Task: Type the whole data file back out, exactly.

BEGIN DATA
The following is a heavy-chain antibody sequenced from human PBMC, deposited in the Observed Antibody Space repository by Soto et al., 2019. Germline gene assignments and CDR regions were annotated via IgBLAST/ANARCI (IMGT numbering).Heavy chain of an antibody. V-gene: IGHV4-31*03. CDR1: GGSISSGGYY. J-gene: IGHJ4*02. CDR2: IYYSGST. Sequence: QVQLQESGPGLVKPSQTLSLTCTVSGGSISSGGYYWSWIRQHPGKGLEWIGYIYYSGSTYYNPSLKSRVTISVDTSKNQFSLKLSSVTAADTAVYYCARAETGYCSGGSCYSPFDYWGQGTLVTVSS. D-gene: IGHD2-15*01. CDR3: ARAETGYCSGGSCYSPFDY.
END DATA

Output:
The following is a heavy-chain antibody sequenced from human PBMC, deposited in the Observed Antibody Space repository by Soto et al., 2019. Germline gene assignments and CDR regions were annotated via IgBLAST/ANARCI (IMGT numbering).Heavy chain of an antibody. V-gene: IGHV4-31*03. CDR1: GGSISSGGYY. J-gene: IGHJ4*02. CDR2: IYYSGST. Sequence: QVQLQESGPGLVKPSQTLSLTCTVSGGSISSGGYYWSWIRQHPGKGLEWIGYIYYSGSTYYNPSLKSRVTISVDTSKNQFSLKLSSVTAADTAVYYCARAETGYCSGGSCYSPFDYWGQGTLVTVSS. D-gene: IGHD2-15*01. CDR3: ARAETGYCSGGSCYSPFDY.